How to Beat Writer’s Block

Writer's block? I have produced two shelves of rough drafts and partial material.

Writer’s block? I have produced two shelves of rough drafts and partial material.

A lot of beginning and would be writers are amazed when veteran writers say they never get writer’s block. I don’t. I struggle with the exact opposite problem. I have so many potential story ideas that I doubt I will ever get them all written. Here is how you, too, can join the ranks of people who never get writer’s block.

There is a direct correlation between writer’s block and the myth that writing is easy. According to this myth, writers become inspired and then they write. The words flow easily from their brain to the keyboard. They start their novel at the beginning and before you know it, they are typing “the end.”

There are three problems with this myth, and all three contribute to writer’s block. Writers can’t wait for inspiration, they need to learn to go find it. Even when you are inspired, writing can be hard at times. Every writer will have to find their own style, but few will start at the beginning and write straight through to the end.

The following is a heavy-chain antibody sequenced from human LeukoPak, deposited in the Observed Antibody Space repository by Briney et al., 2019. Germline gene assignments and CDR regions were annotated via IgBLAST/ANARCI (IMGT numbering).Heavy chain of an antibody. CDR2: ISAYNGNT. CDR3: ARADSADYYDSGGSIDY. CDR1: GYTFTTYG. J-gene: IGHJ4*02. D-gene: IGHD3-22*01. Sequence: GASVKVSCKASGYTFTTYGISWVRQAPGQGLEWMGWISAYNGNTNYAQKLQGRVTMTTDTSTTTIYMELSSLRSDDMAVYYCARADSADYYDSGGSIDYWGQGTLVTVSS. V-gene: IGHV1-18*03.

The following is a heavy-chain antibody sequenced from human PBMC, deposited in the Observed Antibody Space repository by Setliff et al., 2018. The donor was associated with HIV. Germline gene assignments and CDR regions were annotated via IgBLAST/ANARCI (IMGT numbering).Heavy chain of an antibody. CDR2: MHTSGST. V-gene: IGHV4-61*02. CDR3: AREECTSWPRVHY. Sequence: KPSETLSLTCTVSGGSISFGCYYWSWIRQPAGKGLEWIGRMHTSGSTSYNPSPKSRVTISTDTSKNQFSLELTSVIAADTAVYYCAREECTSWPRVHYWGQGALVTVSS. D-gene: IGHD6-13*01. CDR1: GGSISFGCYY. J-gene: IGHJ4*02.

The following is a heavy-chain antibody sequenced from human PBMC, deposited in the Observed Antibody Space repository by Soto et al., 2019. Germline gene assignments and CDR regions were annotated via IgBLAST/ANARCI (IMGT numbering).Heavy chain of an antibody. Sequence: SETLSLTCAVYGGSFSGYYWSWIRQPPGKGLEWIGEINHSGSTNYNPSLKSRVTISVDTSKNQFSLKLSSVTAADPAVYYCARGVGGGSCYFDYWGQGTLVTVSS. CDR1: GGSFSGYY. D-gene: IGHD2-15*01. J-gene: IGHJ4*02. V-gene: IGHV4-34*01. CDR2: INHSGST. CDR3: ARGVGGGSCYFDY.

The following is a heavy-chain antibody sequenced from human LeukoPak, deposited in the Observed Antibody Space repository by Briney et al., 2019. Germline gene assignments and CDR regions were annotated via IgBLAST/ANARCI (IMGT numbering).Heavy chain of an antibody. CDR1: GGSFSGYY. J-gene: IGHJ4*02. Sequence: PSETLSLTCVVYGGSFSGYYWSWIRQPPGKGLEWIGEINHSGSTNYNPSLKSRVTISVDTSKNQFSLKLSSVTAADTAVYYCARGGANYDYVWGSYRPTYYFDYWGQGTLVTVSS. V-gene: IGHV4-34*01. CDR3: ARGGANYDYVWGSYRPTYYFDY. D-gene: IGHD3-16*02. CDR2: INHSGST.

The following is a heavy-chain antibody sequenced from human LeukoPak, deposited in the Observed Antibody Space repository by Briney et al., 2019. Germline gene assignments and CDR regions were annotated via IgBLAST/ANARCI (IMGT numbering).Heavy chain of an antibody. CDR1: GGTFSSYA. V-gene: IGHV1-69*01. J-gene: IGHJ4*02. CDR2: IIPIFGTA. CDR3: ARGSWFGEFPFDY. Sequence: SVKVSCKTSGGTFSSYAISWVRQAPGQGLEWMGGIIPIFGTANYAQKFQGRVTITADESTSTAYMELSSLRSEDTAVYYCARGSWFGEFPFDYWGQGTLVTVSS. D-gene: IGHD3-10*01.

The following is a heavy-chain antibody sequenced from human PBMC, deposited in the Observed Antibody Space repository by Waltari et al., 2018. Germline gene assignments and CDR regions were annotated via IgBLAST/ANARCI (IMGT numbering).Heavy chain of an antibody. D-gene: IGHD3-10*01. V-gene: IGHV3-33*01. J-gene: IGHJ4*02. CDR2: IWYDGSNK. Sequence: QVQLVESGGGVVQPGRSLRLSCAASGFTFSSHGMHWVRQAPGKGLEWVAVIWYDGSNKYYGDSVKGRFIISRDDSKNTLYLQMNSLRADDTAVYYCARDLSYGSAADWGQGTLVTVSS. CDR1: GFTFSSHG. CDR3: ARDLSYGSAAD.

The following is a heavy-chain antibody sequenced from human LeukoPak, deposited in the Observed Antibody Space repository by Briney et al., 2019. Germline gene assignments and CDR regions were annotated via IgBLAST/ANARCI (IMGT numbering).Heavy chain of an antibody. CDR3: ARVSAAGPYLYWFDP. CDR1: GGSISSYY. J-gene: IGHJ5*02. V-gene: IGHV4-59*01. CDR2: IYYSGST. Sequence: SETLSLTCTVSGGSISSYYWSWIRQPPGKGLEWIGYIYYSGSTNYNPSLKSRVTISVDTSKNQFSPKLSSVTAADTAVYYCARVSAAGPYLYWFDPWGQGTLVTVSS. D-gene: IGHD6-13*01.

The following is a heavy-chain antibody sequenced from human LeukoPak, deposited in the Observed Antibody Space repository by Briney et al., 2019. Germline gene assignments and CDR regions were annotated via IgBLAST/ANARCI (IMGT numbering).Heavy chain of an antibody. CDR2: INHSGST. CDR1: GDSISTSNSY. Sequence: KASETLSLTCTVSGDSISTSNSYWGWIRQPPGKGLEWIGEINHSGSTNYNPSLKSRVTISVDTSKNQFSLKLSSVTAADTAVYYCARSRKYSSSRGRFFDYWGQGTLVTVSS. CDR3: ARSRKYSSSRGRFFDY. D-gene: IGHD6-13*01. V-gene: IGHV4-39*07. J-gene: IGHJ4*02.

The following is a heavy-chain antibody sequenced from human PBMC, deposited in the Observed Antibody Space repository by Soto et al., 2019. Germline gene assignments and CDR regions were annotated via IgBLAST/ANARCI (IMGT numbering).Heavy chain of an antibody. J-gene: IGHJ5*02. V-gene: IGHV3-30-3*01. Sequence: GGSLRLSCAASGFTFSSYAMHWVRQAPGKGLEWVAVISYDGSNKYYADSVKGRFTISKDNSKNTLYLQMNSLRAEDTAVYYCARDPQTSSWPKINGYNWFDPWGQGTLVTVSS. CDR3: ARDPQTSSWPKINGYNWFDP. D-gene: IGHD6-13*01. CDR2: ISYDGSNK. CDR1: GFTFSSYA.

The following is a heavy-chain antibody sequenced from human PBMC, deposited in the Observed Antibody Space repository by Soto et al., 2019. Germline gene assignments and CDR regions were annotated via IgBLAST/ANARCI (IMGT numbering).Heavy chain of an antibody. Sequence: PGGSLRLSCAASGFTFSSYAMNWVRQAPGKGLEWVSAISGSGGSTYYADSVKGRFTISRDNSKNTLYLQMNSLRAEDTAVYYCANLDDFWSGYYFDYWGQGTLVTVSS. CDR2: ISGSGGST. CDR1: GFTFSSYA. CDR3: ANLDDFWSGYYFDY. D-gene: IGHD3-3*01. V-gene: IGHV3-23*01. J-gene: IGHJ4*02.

What to do when you are not inspired.

Wanna be writers write when inspired. Real writers learn to write even when they aren’t inspired. Often, by doing so, they become inspired. Real writers learn to chase down inspiration, beat it with a stick and drag it home.

What can you do when it’s time to write and you don’t feel inspired?

1. Journal

Sometimes the hardest thing about writing is getting started. So write in a journal. My personal journal is filled with entries that start out “I am not sure what to write today…” I will write for five to ten minutes, often listing off the things I should be writing. After awhile I get in the flow of writing or I start to feel guilty about the writing I am not getting done. Then I start writing for real.

2. Write something stupid.